How to determine the quality of social work management

So, you’ve got an interview coming up for a new social work role and want to gauge the quality of management? Having a caring, supportive, and motivating manager is key to enjoying your job role. It is said that people leave managers not jobs so it’s important you know that your new manager will be the best for your wellbeing and career development, here are some questions you could ask to determine this.



Frontline social work managers experience lots of pressure day-to-day due to the ongoing staff shortages within the industry, a backlog of cases and an increase in more complex cases. Pair this with the common occurrence that some managers lack the right training and support themselves which in turn makes them very overwhelmed, it can cause a negative impact on your standard of practice, as well as your career progression. See the questions you can ask in your next interview to determine how effective different aspects of management are:


1.Ask about the career progression opportunities and how well social workers are prepared when they are promoted to a new role. 

Career development is important and effective managers must understand the long-term career goals of their staff to be able to help them progress effectively, as well as provide them with the appropriate training and support opportunities to take on more responsibility and pressure.


2. Ask how managers balance risk and autonomy as well as how your confidence can be developed within your role.

This is a good question to determine whether the manager micromanages their staff. Managers should have trust in their team and allow them to take on more responsibility to work towards a promotion and build their confidence as a result.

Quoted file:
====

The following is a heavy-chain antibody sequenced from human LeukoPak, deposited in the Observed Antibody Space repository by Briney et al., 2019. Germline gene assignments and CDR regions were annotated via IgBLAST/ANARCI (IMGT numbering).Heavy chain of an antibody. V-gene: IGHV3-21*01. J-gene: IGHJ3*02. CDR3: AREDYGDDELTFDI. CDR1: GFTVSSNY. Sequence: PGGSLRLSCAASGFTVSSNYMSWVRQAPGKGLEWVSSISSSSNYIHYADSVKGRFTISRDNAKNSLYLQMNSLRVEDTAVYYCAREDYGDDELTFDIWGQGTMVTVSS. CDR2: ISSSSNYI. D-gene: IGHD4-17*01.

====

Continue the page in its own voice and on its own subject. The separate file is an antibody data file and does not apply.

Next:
3. Ask about the process of case allocation and how managers spot whether a social worker has an overload of caseloads. 

To allocate workload effectively and fairly, social work managers must have a clear system in place. This will help you to assess whether you may find yourself quickly overwhelmed at work, and not have adequate support from senior members of staff to reduce your workload.


4. Ask for a quick overview of health and safety policies and what actions are taken when a social worker experiences emotional distress due to their job.

The social work profession comes with a lot of emotional distress and compassion fatigue. Therefore, managers must be there to support, listen, show empathy, and provide reflective supervision to social workers and take action where appropriate, such as debriefs after visits or joint visits. A good manager will express clearly what the process is when it comes to stress/ mental health support.


5. Ask about the reward and recognition policy for good work within the organisation.

Good praise and acknowledgement are important in making staff feel valued and motivated. Wanting to be rewarded for hard work is normal in any role, and social work should not be an exception. Make sure your manager recognises the importance of your role.


For more interview advice and tips, we have a helpful guide along with some example questions that you may be asked in a social work interview, click here to view it.

Good luck in your interview and don’t forget these vital questions to ensure that you are managed by someone who will care for and support you, especially within the difficult profession of social work.

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